The Friday-afternoon tweet from Greenwire nailed it: @Koch_Industries & @VanJones68 united in $$ battling Wash. state #carbontax measure.*
Though they could also have tweeted: Fossil-Fuel Right & Doctrinaire Left team up to battle Wash. state #carbontax measure.
The occasion was the news that Koch Industries just poured $50,000 into the coffers of the No On 732 forces. As everyone knows who wasn’t slumbering through the past two decades, the Hard Right takeover of Congress and dozens of statehouses and legislatures owes much to Koch Industries’ prolific bankrolling of reactionary candidates and lobby groups. Brothers Charles and David Koch are billionaires many times over, thanks to Koch Industries’ empire of pipelines, refineries, mines and wells that for generations have spewed carbon pollution into the atmosphere for free.
The Koch brothers are no dummies. They know what fellow fossil fuel exec Robert E. Murray told Kirk Johnson and Coral Davenport of The New York Times the other day: Passing I-732 to enact a carbon tax in Washington state could ignite a trend that “would eliminate the use of all fossil fuels.”
We at the Carbon Tax Center know it too. Which is why we’ve pulled out all the stops to educate Americans from Washington and beyond on the merits of that state’s carbon tax referendum and its potential to kick open the doors to national carbon taxing.
What’s been hard to fathom is the drumbeat from so-called left greens like visionary climate hawk and political activist Van Jones in opposition to the Nov. 8 ballot measure.
In the past two weeks we’ve had to contend with bizarro posts like “Here’s Why a Carbon Tax Helps Fossil Fuel Companies, Not the Environment” (an op-ed in AlterNet by Food & Water Watch) and “Why Exxon Loves the Carbon Tax—and Voters Should Not” (the same group’s op-ed in the ironically named Yes! magazine).
We responded to both last week — before today’s filing by No On 732 revealed that the Koch brothers are helping finance the opposition. Needless to say, only an ideologue could believe that Exxon’s once-a-year opining for hypothetical carbon taxes counts for more than $50,000 in Koch Brothers money against an actual one. (Click here to see the Koch contribution in the No On 732 list.) And sure enough, there was a lot more ideology than reason on display in a press event yesterday in which leading left greens inveighed against I-732.
We were allowed to listen in, but not to speak or ask a question. No transcript or audio has been made available, but here’s a sample of what we jotted down from speakers’ remarks. (Remember, they were addressing a carbon tax that has been meticulously designed to make Washington state taxes less regressive, primarily by dedicating the lion’s share of revenues to slice a full percentage point off the WA sales tax.)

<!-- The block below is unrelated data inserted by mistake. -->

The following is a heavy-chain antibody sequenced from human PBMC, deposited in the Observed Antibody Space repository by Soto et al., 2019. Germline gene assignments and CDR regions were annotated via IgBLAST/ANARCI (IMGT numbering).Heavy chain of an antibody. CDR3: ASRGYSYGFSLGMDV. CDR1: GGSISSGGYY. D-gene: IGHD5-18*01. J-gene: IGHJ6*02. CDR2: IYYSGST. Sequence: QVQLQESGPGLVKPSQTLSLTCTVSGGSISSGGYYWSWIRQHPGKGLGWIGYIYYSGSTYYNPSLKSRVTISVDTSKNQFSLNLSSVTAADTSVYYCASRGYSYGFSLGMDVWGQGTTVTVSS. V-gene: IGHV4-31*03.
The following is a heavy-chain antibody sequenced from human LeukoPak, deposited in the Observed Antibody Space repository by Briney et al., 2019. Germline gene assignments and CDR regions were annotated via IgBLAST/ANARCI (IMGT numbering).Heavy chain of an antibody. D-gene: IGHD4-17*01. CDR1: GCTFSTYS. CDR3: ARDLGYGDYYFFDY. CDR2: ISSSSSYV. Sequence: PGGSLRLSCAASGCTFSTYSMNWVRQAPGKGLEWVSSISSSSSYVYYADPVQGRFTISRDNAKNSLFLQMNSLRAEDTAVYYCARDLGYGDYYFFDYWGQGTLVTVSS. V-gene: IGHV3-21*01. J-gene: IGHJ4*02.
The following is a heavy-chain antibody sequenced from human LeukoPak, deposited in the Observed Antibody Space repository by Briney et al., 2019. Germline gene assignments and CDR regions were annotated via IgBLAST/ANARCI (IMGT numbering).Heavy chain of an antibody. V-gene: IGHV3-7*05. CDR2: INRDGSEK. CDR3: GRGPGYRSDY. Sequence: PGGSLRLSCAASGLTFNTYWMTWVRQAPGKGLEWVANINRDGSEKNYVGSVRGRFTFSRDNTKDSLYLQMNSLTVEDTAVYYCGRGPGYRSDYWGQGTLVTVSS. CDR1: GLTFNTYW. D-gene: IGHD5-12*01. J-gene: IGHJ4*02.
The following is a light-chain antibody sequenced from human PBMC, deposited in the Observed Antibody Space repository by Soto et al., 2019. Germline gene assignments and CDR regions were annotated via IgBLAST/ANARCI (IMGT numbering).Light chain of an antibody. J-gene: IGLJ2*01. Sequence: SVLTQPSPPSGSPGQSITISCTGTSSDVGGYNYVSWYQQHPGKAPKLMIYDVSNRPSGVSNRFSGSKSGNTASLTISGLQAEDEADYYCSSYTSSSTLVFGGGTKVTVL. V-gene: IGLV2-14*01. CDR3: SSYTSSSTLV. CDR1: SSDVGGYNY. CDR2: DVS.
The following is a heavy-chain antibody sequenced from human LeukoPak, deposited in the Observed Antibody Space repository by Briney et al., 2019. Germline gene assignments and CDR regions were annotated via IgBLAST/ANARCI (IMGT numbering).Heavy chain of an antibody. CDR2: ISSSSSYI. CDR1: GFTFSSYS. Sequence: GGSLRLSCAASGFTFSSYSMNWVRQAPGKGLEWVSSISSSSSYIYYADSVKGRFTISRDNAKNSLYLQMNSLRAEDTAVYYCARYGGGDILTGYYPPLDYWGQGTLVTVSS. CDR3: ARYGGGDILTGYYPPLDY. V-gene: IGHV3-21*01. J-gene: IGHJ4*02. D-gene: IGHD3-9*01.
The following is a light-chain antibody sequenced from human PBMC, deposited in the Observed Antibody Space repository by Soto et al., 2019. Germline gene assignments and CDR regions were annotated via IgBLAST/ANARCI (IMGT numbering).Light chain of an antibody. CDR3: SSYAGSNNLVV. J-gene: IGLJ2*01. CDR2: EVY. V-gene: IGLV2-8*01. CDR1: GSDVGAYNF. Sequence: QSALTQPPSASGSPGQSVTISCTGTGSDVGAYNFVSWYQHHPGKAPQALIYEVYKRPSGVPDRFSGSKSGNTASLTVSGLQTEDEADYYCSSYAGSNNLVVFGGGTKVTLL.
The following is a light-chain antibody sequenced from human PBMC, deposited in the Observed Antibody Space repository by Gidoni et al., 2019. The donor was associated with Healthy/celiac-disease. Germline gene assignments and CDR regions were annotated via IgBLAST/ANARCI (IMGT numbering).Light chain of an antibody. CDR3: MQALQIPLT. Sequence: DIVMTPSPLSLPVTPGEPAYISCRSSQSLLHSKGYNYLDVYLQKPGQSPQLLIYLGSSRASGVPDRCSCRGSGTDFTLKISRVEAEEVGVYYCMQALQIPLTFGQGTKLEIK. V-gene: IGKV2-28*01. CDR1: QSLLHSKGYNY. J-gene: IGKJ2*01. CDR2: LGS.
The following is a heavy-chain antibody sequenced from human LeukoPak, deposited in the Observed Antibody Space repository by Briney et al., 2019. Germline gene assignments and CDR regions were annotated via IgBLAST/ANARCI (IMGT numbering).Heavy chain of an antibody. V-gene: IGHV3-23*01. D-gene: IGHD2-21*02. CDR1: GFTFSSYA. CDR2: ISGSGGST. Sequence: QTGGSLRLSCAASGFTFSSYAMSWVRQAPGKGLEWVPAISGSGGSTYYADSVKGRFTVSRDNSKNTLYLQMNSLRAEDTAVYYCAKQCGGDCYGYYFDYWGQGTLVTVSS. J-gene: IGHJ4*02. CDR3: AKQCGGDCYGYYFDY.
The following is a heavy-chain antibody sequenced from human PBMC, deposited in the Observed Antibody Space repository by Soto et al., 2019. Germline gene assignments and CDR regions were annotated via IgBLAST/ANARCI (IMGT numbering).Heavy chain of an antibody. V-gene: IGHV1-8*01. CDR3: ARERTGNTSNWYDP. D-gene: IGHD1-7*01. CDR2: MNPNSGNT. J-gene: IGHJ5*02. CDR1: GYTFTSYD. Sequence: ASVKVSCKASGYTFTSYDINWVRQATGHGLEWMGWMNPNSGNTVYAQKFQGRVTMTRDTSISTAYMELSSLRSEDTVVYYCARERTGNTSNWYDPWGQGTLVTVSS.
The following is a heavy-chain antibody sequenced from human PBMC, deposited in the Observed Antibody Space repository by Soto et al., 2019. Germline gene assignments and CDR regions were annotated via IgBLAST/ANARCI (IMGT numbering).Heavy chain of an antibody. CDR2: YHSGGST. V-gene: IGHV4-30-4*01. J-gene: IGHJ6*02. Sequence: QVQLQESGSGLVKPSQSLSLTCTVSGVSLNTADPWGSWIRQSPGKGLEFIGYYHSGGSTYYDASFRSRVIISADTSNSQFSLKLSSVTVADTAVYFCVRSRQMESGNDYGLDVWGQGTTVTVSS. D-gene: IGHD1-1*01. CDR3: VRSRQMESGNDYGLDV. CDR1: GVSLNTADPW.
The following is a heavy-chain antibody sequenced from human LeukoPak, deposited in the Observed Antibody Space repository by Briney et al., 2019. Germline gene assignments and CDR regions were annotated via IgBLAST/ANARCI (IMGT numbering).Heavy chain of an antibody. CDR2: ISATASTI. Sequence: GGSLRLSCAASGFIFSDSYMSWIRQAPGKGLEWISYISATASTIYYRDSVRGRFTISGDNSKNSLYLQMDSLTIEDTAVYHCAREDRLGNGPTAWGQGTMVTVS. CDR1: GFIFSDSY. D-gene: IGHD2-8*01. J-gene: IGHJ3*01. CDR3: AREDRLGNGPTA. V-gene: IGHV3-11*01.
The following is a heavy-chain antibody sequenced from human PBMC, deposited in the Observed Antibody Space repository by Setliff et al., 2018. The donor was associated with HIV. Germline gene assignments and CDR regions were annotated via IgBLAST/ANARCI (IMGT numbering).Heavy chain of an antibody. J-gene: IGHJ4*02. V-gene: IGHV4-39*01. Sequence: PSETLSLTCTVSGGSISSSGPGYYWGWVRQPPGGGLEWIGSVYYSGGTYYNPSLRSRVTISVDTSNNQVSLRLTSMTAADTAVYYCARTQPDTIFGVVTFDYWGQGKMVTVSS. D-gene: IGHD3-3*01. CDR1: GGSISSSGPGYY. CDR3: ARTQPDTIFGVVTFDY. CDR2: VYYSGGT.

You’re doing climate policy on the backs of the poor. — Van Jones, CEO of Green for All
A “neutral” 732 is perpetuating a one-sided economy of wealth and privilege. This is not a time for more tax cuts for corporations. — Heather McGhee, President, Demos
We stand united to defeat 732. We agree that climate policy cannot be promoted on the backs of the poor. — Mary Kay Henry, president, Service Employees International Union
We’re working on an alternative proposal. There are difficult legal questions. We’re beefing up the struggle after the election. — Rich Stolz, Director, One America
The last quote was in response to a reporter’s question about the alternative to I-732 that the left greens in Washington have talked about for years but never actually written. (Spoiler alert: writing the kind of ballot measure the left greens purport to want is devilishly difficult, in large part because the various groups have competing as well as overlapping interests, which are hard to reconcile. A revenue-neutral measure like I-732 didn’t face that problem.)
The untethering of those quoted statements from the reality of I-732 — a measure meticulously designed around a sales tax cut so low- and middle-income families aren’t harmed — is distressing to me personally. I’m a long-time admirer of every one of the organizations whose leaders I’ve just quoted. As I’ve said many times in this space, I’m a green and I’m on the left. I want to be partnering with Van and Heather and Mary Kay and Rich, not fighting them.
But a carbon tax is too central to climate, and climate is too central to all of our common struggles, for me to sit by and let ideology get in the way of sensible, pragmatic advocacy.
If “friends don’t let friends drive drunk,” it should also be true that activists don’t let activists drive policy from rhetoric.
To Van Jones et al., how does it feel to be on the same side as Charles and David Koch? That’s the corner you’ve painted yourselves into.
*Author’s Note: E&E News tweet lightly edited for clarity.